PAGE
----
A tip in early 2017 led to vice officers to investigate the Kahoots gentlemen’s club over allegations of “widespread drug use” and prostitution, according a police investigative file obtained by 10 Investigates through an open records request.

Jeremy Sokol, an employee of Kahoots, is actually supportive of the department’s efforts. He may be an unlikely source of support, given the fact he was actually a target of a vice investigation last year.

But after Sokol says he was cleared by authorities, he says he began working with the vice unit to clean up his surroundings.

When asked if he was supportive of the vice unit’s investigations inside strip clubs, Sokol said:

“Oh, very much so. And I've worked both sides of this. I've worked with these two detectives and it was an honor. It was a privilege.”

The department has declined 10 Investigates repeated requests to make the vice officers available for comment.

10 Investigates has also reached out independently to Det. Steve Rosser, who was among four officers sued following the Stormy Daniels arrest, said he was not being allowed to comment.

While Rosser’s personnel file includes both awards, commendations and citizen complaints – all but one were dismissed – he has been accused in the past of targeting establishments.

A 2015 Franklin County court transcript reviewed by 10 Investigates shows Rosser charged six bartenders with serving alcohol to an underage confidential informant that he brought into The Goat bar in New Albany – where Rosser's ex-girlfriend used to work.

In court records, Rosser said he had "no ill will" towards the bar but acknowledged knowing some of the bartenders and playing on the establishment's volleyball and euchre teams.

Judge David Tyack presided over the case and said the bartenders were entrapped.

When asked what led him to make that finding, Judge Tyack said: “It was because I didn't think any of these bartenders had the pre-disposition to do that – to sell to somebody underage.”

When pressed further about if his finding of entrapment led him to question the officer’s integrity, Tyack said: “I did at the time because his testimony was so inconsistent with what happened in the establishment. So it wasn't so much his integrity but his credibility.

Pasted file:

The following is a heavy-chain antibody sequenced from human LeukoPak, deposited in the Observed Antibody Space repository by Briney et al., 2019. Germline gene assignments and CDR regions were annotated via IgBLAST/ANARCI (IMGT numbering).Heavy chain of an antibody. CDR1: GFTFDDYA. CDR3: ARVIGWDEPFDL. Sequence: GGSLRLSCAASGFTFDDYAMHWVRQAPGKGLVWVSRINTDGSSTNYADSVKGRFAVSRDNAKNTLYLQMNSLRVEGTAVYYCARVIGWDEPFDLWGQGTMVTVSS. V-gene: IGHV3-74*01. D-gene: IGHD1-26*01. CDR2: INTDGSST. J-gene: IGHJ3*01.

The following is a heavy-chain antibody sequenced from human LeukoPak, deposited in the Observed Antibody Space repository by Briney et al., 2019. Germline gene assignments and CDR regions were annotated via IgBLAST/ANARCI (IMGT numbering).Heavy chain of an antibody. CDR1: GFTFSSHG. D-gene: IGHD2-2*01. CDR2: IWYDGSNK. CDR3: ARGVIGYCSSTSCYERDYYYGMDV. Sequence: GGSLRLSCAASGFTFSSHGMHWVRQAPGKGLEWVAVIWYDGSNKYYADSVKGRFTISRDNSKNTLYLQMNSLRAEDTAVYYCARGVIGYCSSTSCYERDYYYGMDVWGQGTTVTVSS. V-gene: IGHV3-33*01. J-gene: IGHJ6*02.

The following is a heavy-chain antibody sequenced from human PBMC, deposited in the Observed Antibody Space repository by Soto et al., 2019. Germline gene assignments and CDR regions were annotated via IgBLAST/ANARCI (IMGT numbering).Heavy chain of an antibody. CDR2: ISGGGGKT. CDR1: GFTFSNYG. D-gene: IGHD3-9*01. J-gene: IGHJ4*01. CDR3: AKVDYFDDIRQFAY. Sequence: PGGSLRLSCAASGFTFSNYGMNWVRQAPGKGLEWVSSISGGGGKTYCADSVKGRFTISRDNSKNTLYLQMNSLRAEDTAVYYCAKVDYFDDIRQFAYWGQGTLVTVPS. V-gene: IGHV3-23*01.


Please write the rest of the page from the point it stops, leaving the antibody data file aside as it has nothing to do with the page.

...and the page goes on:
10 Investigates: “Do you still question his credibility?”

Judge Tyack: “Yeah.”

The 20-member vice unit, which typically investigates incidents like alcohol complaints, human trafficking, gambling and narcotics, has been placed on hold for nearly two months while the FBI investigates.

Two issues – the arrest of Stormy Daniels and two other women at a Columbus strip club in July and the subsequent officer-involved shooting of a woman during a prostitution sting involving an officer who was already at the center of a separate criminal probe prompted Police Chief Kim Jacobs to place the unit on hold while an internal review was conducted. That review was later taken over by the FBI.

Officer Andrew Mitchell, the officer who fatally shot Donna Castleberry during an alleged prostitution sting on August 23, has been relieved of his duties but is still part of the police force.

An FBI spokesman told 10 Investigates Thursday that its investigation is “still ongoing.”

Part of the information that was forwarded to the FBI included a 40-page packet that makes damning allegations against the vice unit and Sokol. When questioned by 10 Investigates, Sokol denied any wrongdoing.

The police department has said the claims contained in the packet have not been substantiated. 10 Investigates is not detailing those allegations because no one has been charged and we could not independently verify them.